Paul: I am a Kabbalist by inclination. I find the system is logical, practical and its principles can be applied to all areas of life – and also in everything that we create. It stresses the importance of balancing complimentary aspects of ourselves and those same attributes as they manifest in society. In short, it explains how the Divine manifests in the Universe (macrocosmos) and in ourselves (microcosmos). I have practised Buddhist meditations too and found a profound peace and wisdom in these, but again and again I am brought back to Kabbalah as the foundation for my understanding of the Universe and our place in it.

  1. What is the biggest thing you have learned in your journey with the occult?

Paul: That you must keep your head when all around are losing theirs! We have all the answers we are seeking within us and also a profound inner peace and stillness which we can tap into at will. We only need to raise our awareness (initially through meditation then once the connection is made it can be attained at will) to connect with that all-knowing loving being within, our True Self and receive the guidance and answers we seek.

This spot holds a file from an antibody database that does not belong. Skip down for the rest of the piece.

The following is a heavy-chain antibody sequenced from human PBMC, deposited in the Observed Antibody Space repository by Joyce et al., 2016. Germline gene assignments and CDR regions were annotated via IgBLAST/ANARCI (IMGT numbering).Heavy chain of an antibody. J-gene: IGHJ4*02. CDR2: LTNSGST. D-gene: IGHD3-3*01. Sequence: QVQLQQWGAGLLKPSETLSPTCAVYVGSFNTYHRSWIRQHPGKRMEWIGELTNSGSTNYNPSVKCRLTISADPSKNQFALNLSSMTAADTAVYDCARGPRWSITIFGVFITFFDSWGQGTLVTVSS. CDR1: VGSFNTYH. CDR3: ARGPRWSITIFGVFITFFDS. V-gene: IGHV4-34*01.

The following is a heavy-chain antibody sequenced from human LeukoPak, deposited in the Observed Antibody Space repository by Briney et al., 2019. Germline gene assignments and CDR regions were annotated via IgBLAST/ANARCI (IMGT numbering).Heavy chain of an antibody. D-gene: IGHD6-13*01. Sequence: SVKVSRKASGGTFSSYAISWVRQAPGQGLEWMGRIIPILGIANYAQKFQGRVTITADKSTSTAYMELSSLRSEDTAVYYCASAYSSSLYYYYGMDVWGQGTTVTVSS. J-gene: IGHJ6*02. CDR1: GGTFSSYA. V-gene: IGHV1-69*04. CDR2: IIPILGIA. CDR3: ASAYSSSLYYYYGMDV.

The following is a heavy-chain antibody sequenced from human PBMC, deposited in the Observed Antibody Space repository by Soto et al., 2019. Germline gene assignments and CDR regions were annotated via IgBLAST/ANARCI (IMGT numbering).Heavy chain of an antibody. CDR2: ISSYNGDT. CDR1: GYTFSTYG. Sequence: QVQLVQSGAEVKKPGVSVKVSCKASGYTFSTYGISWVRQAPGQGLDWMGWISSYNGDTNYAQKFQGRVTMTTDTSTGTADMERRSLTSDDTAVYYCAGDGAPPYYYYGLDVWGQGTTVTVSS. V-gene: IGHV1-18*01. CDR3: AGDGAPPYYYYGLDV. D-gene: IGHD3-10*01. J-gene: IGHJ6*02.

That is why I have a deep faith in everything working out for the best provided I remain true to myself. But if you want to know what was the most revealing experience that I had it would have to be the out of body experiences I had as a child and later in life when I went in search of what they signified. I met many interesting people on their path who were generous in sharing their insights with me and the more I learnt and trusted my intuition, the more I lost my initial fear of the unknown. This is something I have tried to integrate in all my esoteric books – even the ghost books which have a light-hearted element at times – so that the readers are given a common sense approach to the supernatural which is too often sensationalised.

I don’t necessarily believe in every paranormal incident that I write about, but I include them because they address a specific aspect that needs to be covered, or they are simply too good a story to pass up and I trust that my healthy scepticism is conveyed by the language that I choose. But I hope that the insights that I have been fortunate to obtain have helped me to include some serious and reassuring observations on the subject of the occult which still disturbs a lot of people.